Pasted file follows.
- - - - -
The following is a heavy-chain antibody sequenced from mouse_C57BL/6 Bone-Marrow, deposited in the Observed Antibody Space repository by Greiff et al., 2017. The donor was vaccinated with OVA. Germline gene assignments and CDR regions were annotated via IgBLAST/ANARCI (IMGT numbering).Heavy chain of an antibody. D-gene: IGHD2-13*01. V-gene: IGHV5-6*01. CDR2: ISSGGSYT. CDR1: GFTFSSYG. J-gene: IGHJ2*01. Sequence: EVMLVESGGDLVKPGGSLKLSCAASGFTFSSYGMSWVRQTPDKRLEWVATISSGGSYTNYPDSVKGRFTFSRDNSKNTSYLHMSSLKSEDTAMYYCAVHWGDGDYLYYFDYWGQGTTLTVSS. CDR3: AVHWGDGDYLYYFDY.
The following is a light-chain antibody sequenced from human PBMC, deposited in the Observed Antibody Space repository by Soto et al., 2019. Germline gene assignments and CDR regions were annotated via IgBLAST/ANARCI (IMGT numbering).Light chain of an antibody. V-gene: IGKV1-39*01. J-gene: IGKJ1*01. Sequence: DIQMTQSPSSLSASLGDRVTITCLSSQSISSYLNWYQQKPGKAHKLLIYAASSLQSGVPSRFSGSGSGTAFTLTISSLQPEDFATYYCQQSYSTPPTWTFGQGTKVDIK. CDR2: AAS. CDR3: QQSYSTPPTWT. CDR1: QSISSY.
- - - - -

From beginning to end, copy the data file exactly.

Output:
The following is a heavy-chain antibody sequenced from mouse_C57BL/6 Bone-Marrow, deposited in the Observed Antibody Space repository by Greiff et al., 2017. The donor was vaccinated with OVA. Germline gene assignments and CDR regions were annotated via IgBLAST/ANARCI (IMGT numbering).Heavy chain of an antibody. D-gene: IGHD2-13*01. V-gene: IGHV5-6*01. CDR2: ISSGGSYT. CDR1: GFTFSSYG. J-gene: IGHJ2*01. Sequence: EVMLVESGGDLVKPGGSLKLSCAASGFTFSSYGMSWVRQTPDKRLEWVATISSGGSYTNYPDSVKGRFTFSRDNSKNTSYLHMSSLKSEDTAMYYCAVHWGDGDYLYYFDYWGQGTTLTVSS. CDR3: AVHWGDGDYLYYFDY.
The following is a light-chain antibody sequenced from human PBMC, deposited in the Observed Antibody Space repository by Soto et al., 2019. Germline gene assignments and CDR regions were annotated via IgBLAST/ANARCI (IMGT numbering).Light chain of an antibody. V-gene: IGKV1-39*01. J-gene: IGKJ1*01. Sequence: DIQMTQSPSSLSASLGDRVTITCLSSQSISSYLNWYQQKPGKAHKLLIYAASSLQSGVPSRFSGSGSGTAFTLTISSLQPEDFATYYCQQSYSTPPTWTFGQGTKVDIK. CDR2: AAS. CDR3: QQSYSTPPTWT. CDR1: QSISSY.